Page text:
Routine medical radiation treatments may help cause heart disease, says a new
study -- and to make matters worse, there are almost no government regulations
on such treatments.
by Sarah Ruby Dec. 21, 1999
Medical x-rays and other routine radiation treatments may have helped cause over half the cases of coronary heart disease and cancer in the US, according to a new study by a prominent, albeit erratic, radiation expert. If the study's findings hold up, they could prove to be of enormous consequence: cancer and coronary heart disease accounted for about half of US deaths in the last decade.
American doctors deliver some 200 million medical radiation procedures annually, not including dental x-rays, for everything from treating acne to monitoring pregnancies. The new study, by Dr. John Gofman, professor emeritus of molecular and cell biology at the University of California at Berkeley and chairman of the Committee for Nuclear Responsibility, is the first to establish a correlation between such radiation treatments and heart disease. Perhaps most disturbingly, as Gofman points out, there are currently almost no regulations on the use of low level radiation treatments.
High doses of radiation have long been known to cause cancerous mutations. Gofman, however, claims to have proved that low level radiation is also far more dangerous than commonly believed.
His study draws upon earlier research by the University of Washington School of Medicine, which showed that the buildup of plaque that can block the arteries taking blood from the heart may be caused in part by a single source. Gofman believes that single source to be the kind of radiation that is used in routine medical procedures. The radiation, Gofman claims, causes mutations in heart muscle cells. These mutated cells proliferate, much like a cancerous tumor, and plaque builds up around them in the artery, he contends.
Gofman is a prominent but controversial figure in the field of radiation research. He was a key figure in the Manhattan Project, which spawned America's first atomic bomb. Many of his findings, such as his early connection between cholesterol and heart disease, have largely been incorporated into mainstream medical practice. "Dr. Gofman is a highly respected scientist in this field," says Dr. Henry McGill of the Southwest Foundation for Biomedical Research in San Antonio. "He's been something of a maverick, but he's turned out to be right."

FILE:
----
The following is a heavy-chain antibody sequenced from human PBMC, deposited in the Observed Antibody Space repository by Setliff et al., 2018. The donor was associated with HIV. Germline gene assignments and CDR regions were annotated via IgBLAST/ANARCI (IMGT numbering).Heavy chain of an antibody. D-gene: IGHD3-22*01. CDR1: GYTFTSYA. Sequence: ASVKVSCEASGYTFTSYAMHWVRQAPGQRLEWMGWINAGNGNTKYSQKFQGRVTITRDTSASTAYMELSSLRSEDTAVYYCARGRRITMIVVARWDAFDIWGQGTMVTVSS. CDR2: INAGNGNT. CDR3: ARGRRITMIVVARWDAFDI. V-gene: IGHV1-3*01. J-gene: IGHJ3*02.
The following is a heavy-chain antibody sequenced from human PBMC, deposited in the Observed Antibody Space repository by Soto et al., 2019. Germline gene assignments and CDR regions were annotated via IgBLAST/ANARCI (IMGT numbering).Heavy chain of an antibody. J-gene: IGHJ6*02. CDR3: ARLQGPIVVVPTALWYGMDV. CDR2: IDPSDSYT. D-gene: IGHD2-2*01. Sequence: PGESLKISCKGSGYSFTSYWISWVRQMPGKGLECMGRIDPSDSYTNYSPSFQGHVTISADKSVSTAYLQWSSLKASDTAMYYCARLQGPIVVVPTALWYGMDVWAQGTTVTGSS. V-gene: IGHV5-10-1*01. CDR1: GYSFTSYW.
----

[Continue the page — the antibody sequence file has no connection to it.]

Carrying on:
But some of his other findings, like his 1996 study claiming that mammograms help cause 75 per cent of breast cancers, have always been challenged. Gofman's latest study is likewise being met with skepticism. "His estimates are widely at variance with most people who are knowledgeable about radiation," says Dr. Michael Thun, head of epidemiological research for the National Cancer Institute in Atlanta. Most experts estimate the risk of developing cancer from medical radiation to be less than four percent.
"The chances of getting cancer from medical radiation is extraordinarily low," says Dr. Rodney Withers, a radiation oncologist at the University of California at Los Angeles' Jonsson Cancer Center. However, he adds, "you could hit the bullseye with the very first dart."
While many experts dispute Gofman's statistics, there is widespread support for the second part of his study, which calls for more regulations on the use of low-dose medical radiation. Currently, there are no nationwide guidelines on radiation dosages, and virtually no licensing requirements for radiation equipment operators.
The federal Food and Drug Administration has no regulatory power over doses used in x-rays or any other radiation procedure. They only regulate the actual machinery. Radiation policy is left to each state. Variations in state laws make it difficult to estimate how many medical radiation procedures administered each year are unwarranted, says Charles Hardin, executive director of the Conference of Radiation Control Program Directors. "Some states have done very well [in minimizing exposures]," says Hardin. "Others have not done quite as good a job."
Moreover, according to Dr. Fred Mettler Jr., Chairman of Radiology at University of New Mexico, aside from California, no state requires physicians to be certified to use radiation equipment. "If you have a medical degree, you can get a machine," says Mettler.
As a result, Gofman maintains, thousands of patients are exposed to unnecessarily high doses of radiation, boosting their risk of cancer and heart disease.
Gofman's study outlines ways in which medical procedures could reduce exposures by ninety per cent. To better assess the risks involved with low-dose radiation, Gofman also suggests using a dosimeter on each patient. "If we don't start a national program [of minimum dose and keeping dose records], we condemn a certain number of people to cancer and heart disease," he says.
While his linkage between radiation and heart disease remains contested, even Gofman's critics concede he has a point.
"I agree 100% with Gofman that we've got to reduce radiation exposure," says UCLA's Withers.